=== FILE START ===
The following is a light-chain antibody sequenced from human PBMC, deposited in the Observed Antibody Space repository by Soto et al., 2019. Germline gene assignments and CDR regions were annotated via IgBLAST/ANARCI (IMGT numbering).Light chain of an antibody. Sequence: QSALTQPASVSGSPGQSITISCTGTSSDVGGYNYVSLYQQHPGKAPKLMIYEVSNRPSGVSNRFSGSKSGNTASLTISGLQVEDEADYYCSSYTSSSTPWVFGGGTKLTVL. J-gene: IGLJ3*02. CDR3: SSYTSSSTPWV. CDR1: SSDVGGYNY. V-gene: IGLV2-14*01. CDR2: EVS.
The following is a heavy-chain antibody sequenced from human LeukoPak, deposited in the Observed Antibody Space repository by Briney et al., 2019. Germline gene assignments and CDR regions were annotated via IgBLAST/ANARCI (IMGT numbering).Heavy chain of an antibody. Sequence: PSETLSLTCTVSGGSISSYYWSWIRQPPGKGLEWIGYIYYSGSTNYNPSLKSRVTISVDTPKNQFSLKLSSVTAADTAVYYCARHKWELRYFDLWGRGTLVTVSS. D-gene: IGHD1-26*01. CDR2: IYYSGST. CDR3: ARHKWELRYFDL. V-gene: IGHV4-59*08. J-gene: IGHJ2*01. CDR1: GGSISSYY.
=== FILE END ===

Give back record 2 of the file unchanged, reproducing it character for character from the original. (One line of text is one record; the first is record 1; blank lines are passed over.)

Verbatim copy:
The following is a heavy-chain antibody sequenced from human LeukoPak, deposited in the Observed Antibody Space repository by Briney et al., 2019. Germline gene assignments and CDR regions were annotated via IgBLAST/ANARCI (IMGT numbering).Heavy chain of an antibody. Sequence: PSETLSLTCTVSGGSISSYYWSWIRQPPGKGLEWIGYIYYSGSTNYNPSLKSRVTISVDTPKNQFSLKLSSVTAADTAVYYCARHKWELRYFDLWGRGTLVTVSS. D-gene: IGHD1-26*01. CDR2: IYYSGST. CDR3: ARHKWELRYFDL. V-gene: IGHV4-59*08. J-gene: IGHJ2*01. CDR1: GGSISSYY.